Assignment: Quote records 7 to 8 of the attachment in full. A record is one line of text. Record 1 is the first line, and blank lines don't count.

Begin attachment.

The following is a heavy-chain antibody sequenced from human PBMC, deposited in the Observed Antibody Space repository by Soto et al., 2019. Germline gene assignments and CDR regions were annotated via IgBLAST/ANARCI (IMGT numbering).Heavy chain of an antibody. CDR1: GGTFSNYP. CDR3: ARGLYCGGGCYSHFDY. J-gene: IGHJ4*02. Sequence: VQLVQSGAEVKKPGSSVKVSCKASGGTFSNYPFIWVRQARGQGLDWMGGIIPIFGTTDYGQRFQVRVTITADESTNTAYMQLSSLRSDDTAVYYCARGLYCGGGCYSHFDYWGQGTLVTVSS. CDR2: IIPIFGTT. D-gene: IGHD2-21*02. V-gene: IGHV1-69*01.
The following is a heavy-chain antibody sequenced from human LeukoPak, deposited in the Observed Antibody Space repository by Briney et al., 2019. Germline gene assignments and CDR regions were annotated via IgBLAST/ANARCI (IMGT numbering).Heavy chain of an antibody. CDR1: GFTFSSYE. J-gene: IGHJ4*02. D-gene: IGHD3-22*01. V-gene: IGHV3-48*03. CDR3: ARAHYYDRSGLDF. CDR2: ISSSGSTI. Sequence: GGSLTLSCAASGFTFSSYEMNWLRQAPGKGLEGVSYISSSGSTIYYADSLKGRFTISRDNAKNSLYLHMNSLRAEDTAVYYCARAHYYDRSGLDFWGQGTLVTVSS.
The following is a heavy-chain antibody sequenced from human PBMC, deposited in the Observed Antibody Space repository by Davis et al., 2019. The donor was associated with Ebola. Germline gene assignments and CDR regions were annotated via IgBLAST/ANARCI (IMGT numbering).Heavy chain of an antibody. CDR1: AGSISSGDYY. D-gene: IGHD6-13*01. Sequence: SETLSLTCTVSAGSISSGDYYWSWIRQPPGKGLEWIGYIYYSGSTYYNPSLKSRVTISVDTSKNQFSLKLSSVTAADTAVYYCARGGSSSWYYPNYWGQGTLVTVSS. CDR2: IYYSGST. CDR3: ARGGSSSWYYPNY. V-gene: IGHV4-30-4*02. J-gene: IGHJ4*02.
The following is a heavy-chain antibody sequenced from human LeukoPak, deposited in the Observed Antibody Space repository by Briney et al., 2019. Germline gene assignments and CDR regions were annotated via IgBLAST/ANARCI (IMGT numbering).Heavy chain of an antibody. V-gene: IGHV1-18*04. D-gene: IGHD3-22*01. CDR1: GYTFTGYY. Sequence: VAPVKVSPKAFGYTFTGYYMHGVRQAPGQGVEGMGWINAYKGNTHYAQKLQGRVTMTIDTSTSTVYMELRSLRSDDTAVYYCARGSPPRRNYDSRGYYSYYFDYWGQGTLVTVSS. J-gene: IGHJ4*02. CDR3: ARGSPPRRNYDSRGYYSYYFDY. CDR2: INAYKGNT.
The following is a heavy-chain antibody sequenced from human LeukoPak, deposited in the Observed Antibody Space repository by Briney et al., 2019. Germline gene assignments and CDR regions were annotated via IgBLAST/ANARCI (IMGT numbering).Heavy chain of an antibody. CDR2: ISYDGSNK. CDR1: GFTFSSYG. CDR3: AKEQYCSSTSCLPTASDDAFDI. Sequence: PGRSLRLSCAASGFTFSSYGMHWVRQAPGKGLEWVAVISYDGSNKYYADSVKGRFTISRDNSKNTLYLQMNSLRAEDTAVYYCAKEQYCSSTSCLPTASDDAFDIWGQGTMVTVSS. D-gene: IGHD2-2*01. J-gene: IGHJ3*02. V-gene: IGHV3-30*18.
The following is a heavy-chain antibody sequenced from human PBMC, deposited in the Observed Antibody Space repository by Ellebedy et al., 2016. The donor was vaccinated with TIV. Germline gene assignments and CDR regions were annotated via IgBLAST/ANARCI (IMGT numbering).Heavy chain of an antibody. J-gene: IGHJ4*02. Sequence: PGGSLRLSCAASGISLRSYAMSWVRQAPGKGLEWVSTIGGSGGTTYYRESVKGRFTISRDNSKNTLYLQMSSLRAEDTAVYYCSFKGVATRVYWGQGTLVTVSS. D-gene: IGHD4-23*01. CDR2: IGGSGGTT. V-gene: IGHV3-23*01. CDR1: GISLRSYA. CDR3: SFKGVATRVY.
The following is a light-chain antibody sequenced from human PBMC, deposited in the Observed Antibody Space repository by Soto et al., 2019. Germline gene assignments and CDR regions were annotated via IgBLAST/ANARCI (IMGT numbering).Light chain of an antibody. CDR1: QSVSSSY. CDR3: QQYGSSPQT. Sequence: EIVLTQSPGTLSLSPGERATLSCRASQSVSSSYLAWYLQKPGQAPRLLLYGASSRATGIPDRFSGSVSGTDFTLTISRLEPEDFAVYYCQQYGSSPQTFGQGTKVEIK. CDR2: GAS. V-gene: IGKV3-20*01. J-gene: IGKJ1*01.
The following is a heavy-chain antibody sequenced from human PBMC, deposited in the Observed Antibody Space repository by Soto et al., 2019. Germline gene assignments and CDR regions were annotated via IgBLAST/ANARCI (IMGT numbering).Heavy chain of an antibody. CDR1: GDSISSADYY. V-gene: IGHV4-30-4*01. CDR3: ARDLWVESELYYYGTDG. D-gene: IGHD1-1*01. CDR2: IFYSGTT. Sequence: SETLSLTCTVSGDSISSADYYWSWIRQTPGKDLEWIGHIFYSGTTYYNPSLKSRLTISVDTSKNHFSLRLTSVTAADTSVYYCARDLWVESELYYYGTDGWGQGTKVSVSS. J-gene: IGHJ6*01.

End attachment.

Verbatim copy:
The following is a light-chain antibody sequenced from human PBMC, deposited in the Observed Antibody Space repository by Soto et al., 2019. Germline gene assignments and CDR regions were annotated via IgBLAST/ANARCI (IMGT numbering).Light chain of an antibody. CDR1: QSVSSSY. CDR3: QQYGSSPQT. Sequence: EIVLTQSPGTLSLSPGERATLSCRASQSVSSSYLAWYLQKPGQAPRLLLYGASSRATGIPDRFSGSVSGTDFTLTISRLEPEDFAVYYCQQYGSSPQTFGQGTKVEIK. CDR2: GAS. V-gene: IGKV3-20*01. J-gene: IGKJ1*01.
The following is a heavy-chain antibody sequenced from human PBMC, deposited in the Observed Antibody Space repository by Soto et al., 2019. Germline gene assignments and CDR regions were annotated via IgBLAST/ANARCI (IMGT numbering).Heavy chain of an antibody. CDR1: GDSISSADYY. V-gene: IGHV4-30-4*01. CDR3: ARDLWVESELYYYGTDG. D-gene: IGHD1-1*01. CDR2: IFYSGTT. Sequence: SETLSLTCTVSGDSISSADYYWSWIRQTPGKDLEWIGHIFYSGTTYYNPSLKSRLTISVDTSKNHFSLRLTSVTAADTSVYYCARDLWVESELYYYGTDGWGQGTKVSVSS. J-gene: IGHJ6*01.